Dr Ewan St. John Smith of the University of Cambridge
Naked mole-rats can live for an incredibly long time and have an exceptional resistance to cancer thanks to unique conditions in their bodies that stop cancer cells multiplying, according to new research published in Nature today (Wednesday) and funded by Cancer Research UK.
Understanding how these remarkable animals are almost completely immune to cancer could improve our understanding of the early stages of the disease in people and lead to new ways to prevent or better treat it.
Until now, it was thought that naked mole-rats almost never got cancer because their healthy cells were resistant to being converted into cancer cells. However, researchers at the University of Cambridge have shown, for the first time, that genes known to cause cancer in cells of other rodents can also lead naked mole-rat cells to become cancerous.
This finding suggests that what sets naked mole-rats apart is the microenvironment – the complex system of cells and molecules surrounding a cell, including the immune system. The researchers believe interactions with this microenvironment are what stops the initial stages of cancer from developing into tumours, rather than a cancer resistance mechanism within healthy cells as previously thought.
Dr Walid Khaled, one of the senior authors of the study from the University of Cambridge, said: “The results were a surprise to us and have completely transformed our understanding of cancer resistance in naked mole-rats.
“If we can understand what’s special about these animals’ immune systems and how they protect them from cancer, we may be able to develop interventions to prevent the disease in people”.
Naked mole-rats (Heterocephalus glaber) are burrowing rodents native to East Africa. They can live for up to 37 years and are highly cancer resistant, with only a few cases ever observed in captive animals. Other unusual traits that have made them of interest to science include being the only cold-blooded mammal, lacking pain sensitivity to chemical stimuli in their skin and being able to withstand very low levels of oxygen (hypoxia).
In the study, the researchers analysed 79 different cell lines, grown from five different tissues (intestine, kidney, pancreas, lung and skin) of 11 individual naked mole-rats. They infected cells with modified viruses to introduce cancer causing genes. These genes are known to cause cancer in mice and rat cells, but were not expected to be able to transform naked mole-rat cells into cancer cells.
Fazal Hadi, lead researcher of the study from the Cancer Research UK Cambridge Centre, said: “To our surprise, the infected naked mole-rat cells began to multiply and rapidly form colonies in the lab. We knew from this accelerated growth that they had become cancerous”.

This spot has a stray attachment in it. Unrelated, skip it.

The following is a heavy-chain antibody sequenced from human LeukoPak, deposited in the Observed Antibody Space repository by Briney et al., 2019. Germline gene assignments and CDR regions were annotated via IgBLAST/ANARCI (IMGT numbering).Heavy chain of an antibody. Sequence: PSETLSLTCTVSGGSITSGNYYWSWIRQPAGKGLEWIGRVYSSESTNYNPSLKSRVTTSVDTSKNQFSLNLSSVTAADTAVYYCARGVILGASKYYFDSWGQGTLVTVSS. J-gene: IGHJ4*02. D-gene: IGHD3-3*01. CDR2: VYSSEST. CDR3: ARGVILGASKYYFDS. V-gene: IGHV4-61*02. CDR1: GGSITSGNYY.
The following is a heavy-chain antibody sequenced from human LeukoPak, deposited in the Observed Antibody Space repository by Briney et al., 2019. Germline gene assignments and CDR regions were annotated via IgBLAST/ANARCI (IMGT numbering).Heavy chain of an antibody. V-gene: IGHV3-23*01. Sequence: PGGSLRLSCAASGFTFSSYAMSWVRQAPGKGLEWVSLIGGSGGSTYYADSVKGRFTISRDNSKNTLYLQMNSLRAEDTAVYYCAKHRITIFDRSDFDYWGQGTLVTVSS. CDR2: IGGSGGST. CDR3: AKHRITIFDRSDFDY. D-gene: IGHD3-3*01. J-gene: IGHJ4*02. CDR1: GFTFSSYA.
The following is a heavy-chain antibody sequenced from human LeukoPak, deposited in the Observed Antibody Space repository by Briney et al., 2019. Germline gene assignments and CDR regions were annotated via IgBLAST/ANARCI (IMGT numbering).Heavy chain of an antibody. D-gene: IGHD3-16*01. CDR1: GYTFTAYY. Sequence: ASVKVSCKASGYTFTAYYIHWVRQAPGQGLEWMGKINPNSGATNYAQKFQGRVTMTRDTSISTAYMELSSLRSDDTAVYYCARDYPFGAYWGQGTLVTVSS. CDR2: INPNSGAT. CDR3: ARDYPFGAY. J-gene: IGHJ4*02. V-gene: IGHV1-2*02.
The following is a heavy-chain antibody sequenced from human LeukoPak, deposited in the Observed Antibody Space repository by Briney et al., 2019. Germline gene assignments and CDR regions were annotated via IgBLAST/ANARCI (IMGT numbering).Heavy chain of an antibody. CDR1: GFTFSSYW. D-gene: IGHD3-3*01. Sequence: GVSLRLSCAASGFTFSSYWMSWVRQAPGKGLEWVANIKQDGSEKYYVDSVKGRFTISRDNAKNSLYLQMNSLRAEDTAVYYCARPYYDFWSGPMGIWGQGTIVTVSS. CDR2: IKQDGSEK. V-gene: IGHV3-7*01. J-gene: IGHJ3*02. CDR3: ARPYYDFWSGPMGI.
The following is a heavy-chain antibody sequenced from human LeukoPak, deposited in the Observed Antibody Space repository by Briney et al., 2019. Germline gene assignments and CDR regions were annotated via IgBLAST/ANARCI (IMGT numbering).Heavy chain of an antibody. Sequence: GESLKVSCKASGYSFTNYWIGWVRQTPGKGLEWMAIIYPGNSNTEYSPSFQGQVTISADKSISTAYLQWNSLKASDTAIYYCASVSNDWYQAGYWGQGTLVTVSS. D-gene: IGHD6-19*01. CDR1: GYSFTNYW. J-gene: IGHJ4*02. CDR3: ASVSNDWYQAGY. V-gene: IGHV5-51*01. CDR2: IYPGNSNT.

The team then injected these cells into mice, and within weeks, the mice formed tumours. This striking result indicates that the environment of the naked mole-rat’s body prevents the cancer from developing, contradicting previous studies that suggested that an inherent feature of naked mole-rat cells stopped them turning cancerous in the first place.
The scientists will now continue to investigate the mechanisms by which naked mole-rats stop cancer cells from developing into tumours. One avenue of particular interest is the unique immune system of naked mole-rats, as our immune systems play a critical role in protecting us from cancer and this power has already been effectively exploited in modern immunotherapy treatments.
Dr Emily Armstrong, research information manager at Cancer Research UK, said: “Cancer cells don’t exist in isolation in our bodies, they form part of a complex web of interacting cells and molecules that influence each other’s behaviour. This study shows how critical the tumour microenvironment can be to the development of this disease.
“At Cancer Research UK, we’re continuing to invest in research to understand our bodies’ natural defences against cancer, which could reveal new ways to prevent the disease and help us to develop better treatments, such as immunotherapies”.
Dr Ewan St. John Smith, one of the senior authors of the study from the University of Cambridge said: “All our work with naked mole-rats, from studying their hypoxia resistance to pain insensitivity and cancer resistance, is aiming to leverage the extreme biology of this species to understand more about how our bodies work normally”.
Mr Fazal Hadi led the research project under the supervision of Dr Ewan St. John Smith and Dr Walid Khaled.
All experiments were carried out under Home Office Project Licences granted under the Animals (Scientific Procedures) Act 1986 Amendment Regulations 2012, and with approval of the University of Cambridge Animal Welfare Ethical Review Body.
Thanks to the work of Cancer Research UK and other organisations, cancer survival has doubled over the past 40 years. This achievement would not have been possible without animal research, which has furthered our understanding of the disease, and helped us to discover, develop and test life-saving treatments. Information about Cancer Research UK’s policy on involving animals in research can be found on our website: www.cancerresearchuk.org/our-research/involving-animals-in-research